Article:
While I agree with the first answer that power in an autocracy can be seized, that is not the only way that a ruler can get power. There are other ways, especially later on in the life of the autocracy.
The most common (historical) way for an autocrat to get power was to inherit it in some way. Many monarchies have essentially been autocracies. But in these governmental systems, each autocrat did not have to seize power. Someone in the past had seized power and then that power had been handed down through the generations. You can see this in the modern world in, for example, North Korea (not a monarchy, but power has been handed down from father to son to this point).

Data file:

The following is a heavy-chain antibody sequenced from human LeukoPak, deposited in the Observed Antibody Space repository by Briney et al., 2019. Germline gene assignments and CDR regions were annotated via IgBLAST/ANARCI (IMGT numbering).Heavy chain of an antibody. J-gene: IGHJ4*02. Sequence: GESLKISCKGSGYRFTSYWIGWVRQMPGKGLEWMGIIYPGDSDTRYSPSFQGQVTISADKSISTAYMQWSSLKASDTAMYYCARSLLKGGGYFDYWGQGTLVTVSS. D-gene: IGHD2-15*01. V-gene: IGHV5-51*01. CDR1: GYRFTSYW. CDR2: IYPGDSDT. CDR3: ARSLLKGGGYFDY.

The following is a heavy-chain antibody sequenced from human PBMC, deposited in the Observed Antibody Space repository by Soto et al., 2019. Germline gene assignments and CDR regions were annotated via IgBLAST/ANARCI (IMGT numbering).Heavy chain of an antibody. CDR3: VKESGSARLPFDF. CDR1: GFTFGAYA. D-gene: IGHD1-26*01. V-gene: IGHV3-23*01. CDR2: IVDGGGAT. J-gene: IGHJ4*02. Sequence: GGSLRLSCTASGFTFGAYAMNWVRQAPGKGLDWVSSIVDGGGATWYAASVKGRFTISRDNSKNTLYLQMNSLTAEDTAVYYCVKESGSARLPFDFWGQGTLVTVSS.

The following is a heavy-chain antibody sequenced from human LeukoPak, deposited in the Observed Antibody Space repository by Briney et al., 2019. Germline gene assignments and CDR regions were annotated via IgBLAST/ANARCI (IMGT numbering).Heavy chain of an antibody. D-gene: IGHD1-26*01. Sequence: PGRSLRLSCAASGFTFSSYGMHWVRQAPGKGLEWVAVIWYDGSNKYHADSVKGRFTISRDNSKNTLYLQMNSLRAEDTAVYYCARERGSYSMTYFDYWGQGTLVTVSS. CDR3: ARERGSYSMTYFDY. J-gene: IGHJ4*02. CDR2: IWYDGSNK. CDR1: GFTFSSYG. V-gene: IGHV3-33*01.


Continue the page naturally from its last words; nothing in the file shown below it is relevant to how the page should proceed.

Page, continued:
Power in an autocracy is seized, while power in a democracy comes from an election or from the people. Both are forms of government, often with one ruler. However, the power of an autocrat is unlimited. An example of an autocracy is Nazi Germany. Power in a democracy derives from the governed, so it is limited. The ruler has only that power which the people are willing to give up. An example of a democracy is a town meeting. The United States is a republic. While the United States has many of the elements of a democracy, because we elect representatives who then exercise the right to vote on behalf of the people, it is called a republic, or representative democracy.